• Publicity is the best proactive defense. Hold open meetings that are advertised in bulletins/newsletters and keep copies of the minutes available in the church or school

The Introductory Meeting

  • A general meeting early in the process lets people meet the leadership team and learn how the guidelines/programs were developed.


  • Emphasize the rights and responsibilities of parents as the primary educators of their children.


  • Clarify programs' four purposes to help parents to:
    • communicate their values and beliefs about the gift of sexuality with their children

    • prepare for what to say by learning kids' most frequently asked questions

    • plan the content to include first puberty and later sex education talks with their children

    • develop a parent support network to help parents help each other

  • Have outlines of the programs and books available for review
Things to Remember
  • Pray. Sometimes it is hard not to be discouraged or take opposition and criticism personally.


  • Ask other churches/synagogues and schools to share their experience with you.


  • Realize that parents will "parent" the same way they were raised. Many weren't taught themselves.


  • Accept that some parents need help to learn how to effectively communicate their values and beliefs.


  • Understand that a parent's sexual history, how they view their church teachings, from acceptance to anger, and their lifestyle, e.g.; a mom with a live-in boyfriend, can block parents from effectively helping their children.


  • Don't rush into implementing a program. Go slowly.
What You Should Include
  • When and What kids are asking - Parents who know the answers to the most frequently asked questions will be less uncomfortable, better prepared and more willing to talk with their children.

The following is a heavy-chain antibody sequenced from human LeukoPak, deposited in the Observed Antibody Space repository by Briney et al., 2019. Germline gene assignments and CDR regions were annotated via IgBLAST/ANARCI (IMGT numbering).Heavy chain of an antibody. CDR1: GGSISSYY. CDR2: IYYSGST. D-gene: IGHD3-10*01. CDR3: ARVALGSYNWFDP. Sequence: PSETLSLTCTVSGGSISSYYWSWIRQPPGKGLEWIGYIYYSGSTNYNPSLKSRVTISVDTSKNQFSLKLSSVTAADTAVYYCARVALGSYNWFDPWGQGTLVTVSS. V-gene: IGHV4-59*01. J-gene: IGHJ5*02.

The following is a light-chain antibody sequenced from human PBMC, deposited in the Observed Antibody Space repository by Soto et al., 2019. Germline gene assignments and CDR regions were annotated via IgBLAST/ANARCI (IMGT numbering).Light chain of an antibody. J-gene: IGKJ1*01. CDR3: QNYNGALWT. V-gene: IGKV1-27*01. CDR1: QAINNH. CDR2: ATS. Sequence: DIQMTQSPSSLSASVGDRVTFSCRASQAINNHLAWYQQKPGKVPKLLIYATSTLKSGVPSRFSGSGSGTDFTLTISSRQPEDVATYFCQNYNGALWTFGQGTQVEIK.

• When and What happens during puberty - especially for boys


  • What are the Church's/Synagogue's teachings and What parents should say about:
    • Abstinence/Chastity - kids want reasons. They say "convince us."
    • Condoms - kids see condom use as "responsible" sex
    • Dating - priority to delay couple dating and establish family rules
    • God and Sex - Is sex good or bad? What and Why do we believe
    • Homosexuality - confused by the media, parents MUST discuss
    • Inappropriate Touch - knowing safety rules lessens the risk and the child's fear
    • Masturbation - frequent question from both parents and children
    • Modesty - parents need suggestions as many feel it is a "losing battle"
    • Oral sex - kids need answers but parents don't know what to say
    • Peer Pressure - informed parents can be their child's greatest protection
    • Pornography - kids argue "light porn" is OK. Also need to discuss the internet.
    • STDs/AIDS - young kids are afraid but older kids believe the "safe sex" messages

  • What are the Stages of Intimacy; what is a good relationship and most importantly, how do we learn to love? How do we develop the virtues/character traits needed to love others as we wish we would be loved? These topics are often forgotten in the discussions.

Mary Lee O'Connell, CRNP - 8/04